As we wrap up 2016 and our semester comes to a close, we would like to share with you Contemporaneity’s accomplishments this year – which would not have been possible without the support of our donors like you!
With your help, we secured our most professional and exciting promotional materials to date, getting Contemporaneity to more potential contributors and readers than ever:
We were able to reach an international network of more than 80,000 visual-art professionals and academics through our announcement on art & education, an online platform that is the joint venture of two major arts publications e-flux and Artforum magazine. See our announcement here. By the next day, the announcement generated a flurry of emails from prospective contributors!
We represented the journal at two conferences in 2016, not just handing out our new, glossy, double-sided postcards, but also speaking on the conference stage about what we do, what our next volume will tackle, and how to get involved.
Our custom-made business cards are in the works currently, and we are excited to use these to network at upcoming events and conferences, including the major event in our discipline, the College Arts Association conference (February 2017).
Of course, this is all leading up to our major accomplishment this year: the publication of volume 5: Agency in Motion. With the momentum you gave us in the EngagePitt campaign, we undertook a few firsts with this volume:
We were also able to host a small but tasteful reception at Pitt to celebrate the new volume with the university community, editors, and our intern. Events like this help us keep energy around the journal, and—more important—help us strengthen relationships with other Pitt departments and institutions such as the Humanities Center, leading to more submissions, new editors and expert reviewers in other fields, and new collaborations across disciplines and platforms.
Thank you to all of the donors for investing in the future of Contemporaneity. As the co-editor-in-chief of Contemporaneity’s latest published issue, it is a privilege to see the new visionary developments the current editors-in-chiefs have conceived for the journal. One of the defining features of the Contemporaneity editors, both past and present, is their commitment towards innovation. For edition Four, Allison McCann and I aimed to maintain Contemporaneity’s high standards as a peer-reviewed publication while also extending the readership of the journal by selecting content from a broader temporal, geographical, and disciplinary scope. As scholars of pre-modern art history, we were particularly interested in publishing scholarship exploring issues of temporal disjunction and the visualization of time in the medieval and early modern period. We also featured interviews of Xu Bing and the No Name Group in the original Mandarin Chinese to maintain the integrity of the conversation and open dialogue with scholars and enthusiasts of contemporary Chinese art outside of the English-speaking world.
These projects would not be possible without the dedication of the entire editorial team. With the collaboration of both graduate and undergraduate students in History of Art & Architecture as well as other disciplines such as Anthropology, Film Studies, and Sociology, Contemporaneity is a truly interdisciplinary endeavor that unites the university’s community. The editors work directly with the authors to help them develop arguments, provide feedback, and copyedit their work. The undergraduate interns dedicate hours to transcribing content, circulating the Call for Papers, and updating the Contemporaneity website and Facebook page. Running a journal of this caliber without secure funds is not an easy operation, yet Contemporaneity continues to grow in all facets—from its readership to its content. I’m thrilled to see what the future holds as the editors develop Contemporaneity into a definitive and original platform for art historical scholarship. As a donor to the journal, you make these innovations possible.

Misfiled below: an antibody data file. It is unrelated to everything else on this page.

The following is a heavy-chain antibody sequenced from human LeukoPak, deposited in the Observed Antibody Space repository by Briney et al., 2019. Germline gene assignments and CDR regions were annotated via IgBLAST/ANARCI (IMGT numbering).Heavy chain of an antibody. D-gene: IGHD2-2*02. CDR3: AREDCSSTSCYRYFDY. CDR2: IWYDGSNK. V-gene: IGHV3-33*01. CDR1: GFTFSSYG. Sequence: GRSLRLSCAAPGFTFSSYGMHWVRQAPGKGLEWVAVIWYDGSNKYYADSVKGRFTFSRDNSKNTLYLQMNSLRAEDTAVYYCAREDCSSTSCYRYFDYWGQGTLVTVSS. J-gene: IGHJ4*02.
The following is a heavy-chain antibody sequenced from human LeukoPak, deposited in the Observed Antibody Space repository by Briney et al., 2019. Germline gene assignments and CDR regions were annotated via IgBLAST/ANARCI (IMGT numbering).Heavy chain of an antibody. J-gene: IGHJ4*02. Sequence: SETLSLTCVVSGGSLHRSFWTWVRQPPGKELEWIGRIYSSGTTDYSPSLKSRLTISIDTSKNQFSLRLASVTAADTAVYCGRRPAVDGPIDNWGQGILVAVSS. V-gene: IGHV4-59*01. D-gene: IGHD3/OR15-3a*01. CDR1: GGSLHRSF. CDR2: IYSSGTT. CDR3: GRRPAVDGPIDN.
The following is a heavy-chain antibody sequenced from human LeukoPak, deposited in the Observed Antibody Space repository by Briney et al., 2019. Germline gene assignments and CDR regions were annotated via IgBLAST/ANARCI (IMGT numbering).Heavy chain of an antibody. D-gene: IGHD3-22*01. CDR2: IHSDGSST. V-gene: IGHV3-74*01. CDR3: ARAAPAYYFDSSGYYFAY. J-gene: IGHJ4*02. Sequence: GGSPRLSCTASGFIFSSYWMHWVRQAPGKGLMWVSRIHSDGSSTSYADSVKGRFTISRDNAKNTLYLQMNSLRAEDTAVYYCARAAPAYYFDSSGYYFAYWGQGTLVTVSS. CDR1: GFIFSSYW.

Carolyn Wargula is a PhD student specializing in pre-modern Japanese art in the History of Art and Architecture Department at the University of Pittsburgh. Her research concerns the patronage and ritual function of Buddhist embroideries from the Heian (794-1185) and Kamakura Period (1185-1333).
As I began my first year of graduate school in art history I made it a personal and professional goal to publish an article by the time I completed the MA program. Working with Contemporaneity was significant for me in many ways. This is my first published article in a peer-reviewed journal and I am deeply appreciative that it was through my alma mater and the department that supported me as an undergraduate.
It was a pleasure to work with my editor, Nicole Scalissi, who was always responsive and helpful in our email correspondences. Her thoughtfulness, care, and prompt communication combined with the peer reviewers who offered clear, critical, and supportive feedback to improve my article made working with Contemporaneity an enjoyable and intellectually satisfying experience.
The published article enabled me to meet a variety of publishing and museum professionals: the editor-in-chief of BOMB Magazine, curators of photography at the National Gallery of Art, Washington, D.C., and my current employer, the Philadelphia Museum of Art. Contemporaneity offered me a platform to work through my thoughts with colleagues and to critically and imaginatively expand my writing as an art historian.
Tyler Shine received his master’s degree in Art History from the University of Maryland, College Park in 2015. Currently, he is the Constance E. Clayton Fellow in the Prints, Drawings, and Photographs department at the Philadelphia Museum of Art.
Read Tyler’s article here.
My name is Madeline Eschenburg and I am a PhD candidate studying contemporary Chinese art in the History of Art and Architecture Department at the University of Pittsburgh. I was co-Editor-in-Chief of Contemporaneity for the 2013-2014 academic year. I then lived in China last year for fourteen months with the support of a Fulbright Fellowship doing primary research about performance art in Beijing in the late 1990s and early 21st century. While there, I co-founded a bi-lingual blog called Open Ground Blog about contemporary art in Beijing, including interviews with artists and art professionals, artist profiles, thought pieces, and exhibition reviews. During that time the editors-in-chief of Volume 4, Allison McCann and Carolyn Wargula, approached me to republish some of our interviews and articles from the blog in the 2015 edition of Contemporaneity.